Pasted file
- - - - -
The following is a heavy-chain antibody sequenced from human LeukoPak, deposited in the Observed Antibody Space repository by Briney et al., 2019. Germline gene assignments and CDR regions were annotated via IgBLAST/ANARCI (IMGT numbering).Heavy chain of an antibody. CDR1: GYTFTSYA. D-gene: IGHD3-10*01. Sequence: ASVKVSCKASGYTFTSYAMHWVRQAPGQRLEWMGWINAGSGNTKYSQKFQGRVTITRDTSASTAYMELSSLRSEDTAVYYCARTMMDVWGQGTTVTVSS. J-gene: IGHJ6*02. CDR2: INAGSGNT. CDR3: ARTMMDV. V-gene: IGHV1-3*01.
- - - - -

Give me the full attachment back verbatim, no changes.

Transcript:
The following is a heavy-chain antibody sequenced from human LeukoPak, deposited in the Observed Antibody Space repository by Briney et al., 2019. Germline gene assignments and CDR regions were annotated via IgBLAST/ANARCI (IMGT numbering).Heavy chain of an antibody. CDR1: GYTFTSYA. D-gene: IGHD3-10*01. Sequence: ASVKVSCKASGYTFTSYAMHWVRQAPGQRLEWMGWINAGSGNTKYSQKFQGRVTITRDTSASTAYMELSSLRSEDTAVYYCARTMMDVWGQGTTVTVSS. J-gene: IGHJ6*02. CDR2: INAGSGNT. CDR3: ARTMMDV. V-gene: IGHV1-3*01.